that because the problems were irrelevant to their work that they couldn’t see why they
should be doing it. The effort to motivate and say “We should all be working on common
problems to collect data” was not one that was effective with them. If I ever worked in
such an environment again, I’d want to be very careful to determine with management
that they’re much more supportive. In teaching an industrial course here at the SEI, I
found a very positive reaction to PSP by an extremely skilled group of programmers.
WH: I’m a research guy, so neat models that involve data easily catch my interest. It
seemed logical that the software industry would want to take this up—why wouldn’t they
want predictability? But it’s very difficult to really be honest with yourself and to instill
that discipline to change the way you work. It means recognizing that you’ve got to keep
your attention on it—you can’t take a holiday from it. But to be that attentive to what
you’re doing requires a tremendous amount of concentration and discipline. I found it to
be a very big challenge to use these methods. When I’m interviewing people in the field,
I now have a different appreciation for what they’re doing. I really enjoyed the course,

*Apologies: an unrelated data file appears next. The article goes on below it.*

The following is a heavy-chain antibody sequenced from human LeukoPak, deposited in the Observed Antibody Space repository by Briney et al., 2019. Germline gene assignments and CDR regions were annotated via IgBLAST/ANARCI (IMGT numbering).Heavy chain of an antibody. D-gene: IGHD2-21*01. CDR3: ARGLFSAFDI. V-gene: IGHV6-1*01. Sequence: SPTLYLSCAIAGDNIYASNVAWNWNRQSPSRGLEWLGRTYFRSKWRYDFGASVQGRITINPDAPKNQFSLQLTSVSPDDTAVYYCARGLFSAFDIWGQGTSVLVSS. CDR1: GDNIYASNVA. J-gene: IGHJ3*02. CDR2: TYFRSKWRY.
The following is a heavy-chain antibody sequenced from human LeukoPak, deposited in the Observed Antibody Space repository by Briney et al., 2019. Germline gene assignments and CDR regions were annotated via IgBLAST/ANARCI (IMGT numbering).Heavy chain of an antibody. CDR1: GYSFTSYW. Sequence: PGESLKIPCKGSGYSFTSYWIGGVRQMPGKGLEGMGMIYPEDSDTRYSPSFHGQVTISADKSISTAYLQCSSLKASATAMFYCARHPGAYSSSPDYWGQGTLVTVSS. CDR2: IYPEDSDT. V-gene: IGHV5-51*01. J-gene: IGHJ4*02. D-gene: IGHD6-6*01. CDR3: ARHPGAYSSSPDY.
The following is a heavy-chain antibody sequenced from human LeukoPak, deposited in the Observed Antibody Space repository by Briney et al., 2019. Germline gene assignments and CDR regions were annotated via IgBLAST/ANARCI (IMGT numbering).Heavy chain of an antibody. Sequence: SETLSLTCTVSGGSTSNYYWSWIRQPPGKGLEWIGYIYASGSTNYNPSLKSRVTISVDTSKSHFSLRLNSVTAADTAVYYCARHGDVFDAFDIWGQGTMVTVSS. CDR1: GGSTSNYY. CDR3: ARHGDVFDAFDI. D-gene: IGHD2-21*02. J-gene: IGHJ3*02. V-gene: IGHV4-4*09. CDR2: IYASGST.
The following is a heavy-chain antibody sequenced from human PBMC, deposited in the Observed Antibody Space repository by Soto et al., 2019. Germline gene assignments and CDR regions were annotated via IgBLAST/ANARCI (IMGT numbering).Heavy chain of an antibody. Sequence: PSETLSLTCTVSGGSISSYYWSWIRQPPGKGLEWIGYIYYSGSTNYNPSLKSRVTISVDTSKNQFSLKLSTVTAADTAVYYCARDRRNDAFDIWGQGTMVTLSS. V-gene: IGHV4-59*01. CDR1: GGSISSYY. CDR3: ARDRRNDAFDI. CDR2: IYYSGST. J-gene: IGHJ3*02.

though I struggled to complete it. It was very difficult for me to complete it.
I’ve seen people succeed very well with paper and pencil—they don’t need a tool. I’ve
also seen people with the greatest tools who don’t collect the data because they don’t
want to be honest with themselves. I’ve seen people who were the only PSP-trained
people in a chaotic group project and still hold on. I’ve seen groups of people working
together who really benefit from having each other to talk to. At the same time, within
organizations where there are groups that are successful, you’ll find other engineers who
struggle initially to try to keep the data, try to keep their investment in what they’re
doing. But when a management fire drill comes along, the message comes to them very
clearly that spending time collecting data and getting better as a professional is not a high
priority. Making this delivery is a higher priority. Senior management and middle-level
managers can make that message very clear to engineers without having to be very
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explicit about it. That’s one of the things that really gets in the way. I think the comments
we’ve heard thus far really support that as well.
TH: I think there’s a little too much emphasis on the need for tools. I think tools are great
for computations and rolling up the data. That’s not the hard part. The hard part is that
discipline—that relentless, continuous observation of the way you go about your work.
Recording the time and defects just requires attention to details.
RP: Time tracking seems to be one that most organizations and engineers have a lot of
reluctance to. They claim that they’ve got to have some sort of stopwatch tool in the top
right-hand corner of their window or monitor or they just can’t do it. It is perceived as too
much overhead to write down on a sheet of paper something like, “It’s 1:40 and I’m
starting to code.”
Overview of a new SEI special report featuring PSP
BT: Al and Gina, in your research on the diffusion of information technology you